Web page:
You’re probably familiar with the maxim-turned-image-meme about Your Comfort Zone and Where the magic happens. It’s true that the biggest adventures and successes will generally only happen to you when you step out of your comfort zone, and immerse yourself in the boundary-pushing environment of the unknown and unfamiliar.
But that’s only half the story, focusing on the active role you play in it yourself. What about the forces attempting to pull you out of your comfort zone? What maxim do we have for that?
With the advent of democratized publishing platforms giving everyone a voice, activism became increasingly less dependent on existing mainstream publishers to get their messages out to people. Now, more than ever, activist voices are reaching us from everywhere, attempting to better us, and it often feels like being pulled out of your comfort zone.
That’s where, as individuals, we can sometimes be… resistant.
We’re resistant because being uncomfortable is unpleasant—it’s literally right there in the word itself—and so we naturally work to avoid it. But sometimes it is inevitable, especially with outside forces. For instance, when you get called out for a mistake you made.
When you say something offensive, like a racist joke or a remark that punches down instead of up, you may get called out for it and find yourself in an uncomfortable position.
This is the moment you have a choice. You’re outside of your comfort zone, and how you deal with that situation says everything about what kind of person you strive to be. (This is true regardless of how fair or aggressively the calling out was, which is a topic worth discussing all by itself.)
Our natural defensiveness to accusations or uncomfortable situations is understandable, but we often cling to it too strenuously. And I say the following to myself as strongly as I could address it to anyone else:
It’s okay to be uncomfortable for a while.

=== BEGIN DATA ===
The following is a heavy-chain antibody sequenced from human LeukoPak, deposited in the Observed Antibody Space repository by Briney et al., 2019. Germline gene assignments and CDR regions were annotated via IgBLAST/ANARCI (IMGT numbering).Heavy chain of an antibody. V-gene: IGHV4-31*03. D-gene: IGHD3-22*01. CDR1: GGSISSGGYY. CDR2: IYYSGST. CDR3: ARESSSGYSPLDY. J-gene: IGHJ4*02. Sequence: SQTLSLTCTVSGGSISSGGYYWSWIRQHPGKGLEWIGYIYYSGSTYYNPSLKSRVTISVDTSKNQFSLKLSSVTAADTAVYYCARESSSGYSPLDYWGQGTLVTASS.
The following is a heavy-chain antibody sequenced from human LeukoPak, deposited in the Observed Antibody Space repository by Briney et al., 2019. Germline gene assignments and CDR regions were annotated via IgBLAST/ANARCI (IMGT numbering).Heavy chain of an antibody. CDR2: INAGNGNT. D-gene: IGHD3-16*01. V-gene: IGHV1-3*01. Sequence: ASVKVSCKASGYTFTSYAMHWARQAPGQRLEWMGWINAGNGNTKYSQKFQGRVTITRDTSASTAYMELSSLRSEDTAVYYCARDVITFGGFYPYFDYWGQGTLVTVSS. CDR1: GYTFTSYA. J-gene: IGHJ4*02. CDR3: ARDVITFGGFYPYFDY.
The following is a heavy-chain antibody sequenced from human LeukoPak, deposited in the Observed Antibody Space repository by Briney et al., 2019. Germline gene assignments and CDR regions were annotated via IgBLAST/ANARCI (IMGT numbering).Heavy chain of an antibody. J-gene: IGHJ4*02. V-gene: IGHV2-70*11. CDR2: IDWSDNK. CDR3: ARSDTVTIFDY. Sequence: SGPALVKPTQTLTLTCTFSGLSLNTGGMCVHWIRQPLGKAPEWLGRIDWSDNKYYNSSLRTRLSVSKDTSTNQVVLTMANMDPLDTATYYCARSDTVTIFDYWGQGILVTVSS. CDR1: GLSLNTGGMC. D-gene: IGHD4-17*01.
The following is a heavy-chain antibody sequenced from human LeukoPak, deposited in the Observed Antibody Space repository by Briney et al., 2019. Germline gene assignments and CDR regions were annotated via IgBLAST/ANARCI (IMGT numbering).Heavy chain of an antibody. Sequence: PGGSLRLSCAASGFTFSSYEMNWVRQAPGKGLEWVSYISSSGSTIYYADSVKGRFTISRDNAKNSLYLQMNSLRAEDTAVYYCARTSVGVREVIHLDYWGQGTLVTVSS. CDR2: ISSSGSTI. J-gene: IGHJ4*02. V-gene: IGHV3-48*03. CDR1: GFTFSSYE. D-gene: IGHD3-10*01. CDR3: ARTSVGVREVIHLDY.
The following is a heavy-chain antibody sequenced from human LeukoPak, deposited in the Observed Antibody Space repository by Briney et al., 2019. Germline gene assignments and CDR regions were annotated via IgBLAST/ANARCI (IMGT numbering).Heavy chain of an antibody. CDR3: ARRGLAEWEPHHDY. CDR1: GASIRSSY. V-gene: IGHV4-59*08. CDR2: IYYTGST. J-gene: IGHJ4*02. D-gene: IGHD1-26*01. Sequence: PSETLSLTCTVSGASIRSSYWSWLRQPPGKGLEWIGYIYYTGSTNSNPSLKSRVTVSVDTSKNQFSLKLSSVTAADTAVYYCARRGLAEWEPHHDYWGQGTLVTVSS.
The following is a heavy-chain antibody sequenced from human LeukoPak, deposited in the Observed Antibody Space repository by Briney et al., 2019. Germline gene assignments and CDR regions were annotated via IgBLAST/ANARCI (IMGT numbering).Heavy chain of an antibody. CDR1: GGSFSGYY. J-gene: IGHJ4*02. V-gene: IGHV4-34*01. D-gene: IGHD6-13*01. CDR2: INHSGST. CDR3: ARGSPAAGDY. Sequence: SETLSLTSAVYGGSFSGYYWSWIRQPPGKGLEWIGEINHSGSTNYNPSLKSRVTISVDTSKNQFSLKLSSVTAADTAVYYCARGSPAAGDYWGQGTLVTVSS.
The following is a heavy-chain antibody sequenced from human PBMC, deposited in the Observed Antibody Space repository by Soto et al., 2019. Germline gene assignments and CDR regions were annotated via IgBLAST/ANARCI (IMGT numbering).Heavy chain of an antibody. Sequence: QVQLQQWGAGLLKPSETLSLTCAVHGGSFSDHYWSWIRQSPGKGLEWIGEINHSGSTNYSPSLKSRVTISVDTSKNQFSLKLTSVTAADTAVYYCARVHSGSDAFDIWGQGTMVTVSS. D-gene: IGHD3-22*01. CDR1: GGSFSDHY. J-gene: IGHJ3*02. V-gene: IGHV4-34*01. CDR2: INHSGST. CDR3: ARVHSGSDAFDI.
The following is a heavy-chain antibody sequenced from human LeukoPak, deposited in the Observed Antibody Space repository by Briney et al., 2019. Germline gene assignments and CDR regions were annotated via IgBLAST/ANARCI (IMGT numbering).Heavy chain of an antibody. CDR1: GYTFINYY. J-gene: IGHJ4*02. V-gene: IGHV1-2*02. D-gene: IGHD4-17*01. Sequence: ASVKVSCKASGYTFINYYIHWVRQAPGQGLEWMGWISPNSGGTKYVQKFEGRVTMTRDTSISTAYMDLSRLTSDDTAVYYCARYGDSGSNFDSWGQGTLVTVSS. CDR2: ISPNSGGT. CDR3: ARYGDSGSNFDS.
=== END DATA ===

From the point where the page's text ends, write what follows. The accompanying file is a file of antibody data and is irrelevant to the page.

We often take things well beyond mere defensiveness, and spend much time and energy fighting aggressively to stay within our comfort zone, so as to not even acknowledge that small thing that would make us uncomfortable.
It took me a lot of years in life to respond better to this kind of experience, and even still I have areas in my life where I like it a bit too much in my comfort zone. But as I’ve unlearned this behavior when it comes to the more social justice-oriented criticisms, I know it can be unlearned for everything—and by everyone, for that matter.
An example of this: the other day I got called out for using ableist language. The calling out was done in a fairly kind tone, which helped my fragile male ego not to react too defensively to it, but more importantly I already understood these two important rules of thumb about it:
It’s not meant as a personal attack just to make me feel guilty; it’s a form of criticism meant to hold me to a higher standard, to help me be a better person than that; How I react to the experience of being called out is significantly more important than whatever offense it was I got called out for.
In the past, a younger me no doubt would’ve reacted with angry defensiveness to some of these experiences. Nowadays, I am armed with the above two rules, so I let myself be uncomfortable about my mistake. I then asked for an alternative that wasn’t ableist. I accepted it and thanked my critic for keeping me sharp.
I was uncomfortable about it for all of a few minutes.
Our feelings of discomfort in such scenarios is often only brief, found at its greatest intensity right after it happens. That moment is when our response to it will be most visceral, most defensive. And it is that moment wherein you have a choice to decide how to react.
I recommend taking a deep breath and thinking about the two rules above. Because even when the first one, for some unusual circumstance, doesn’t apply to the situation, the second one remains useful advice.
There is also a third one you can keep in mind, something which I’ve personally found to be true even in the cases where a confrontation with an uncomfortable truth about myself left me in a prolonged state of reassessing and re-evaluating a lot of things in my life:
Your being uncomfortable, however long it may last (and often it will only be very brief), is something you’ll get over.
You will get through it, and hopefully, you’ll learn from it. You will be fine.
It’s entirely okay to feel uncomfortable, even when you’re not the one taking the steps to put you there.
Your comfort zone is overrated.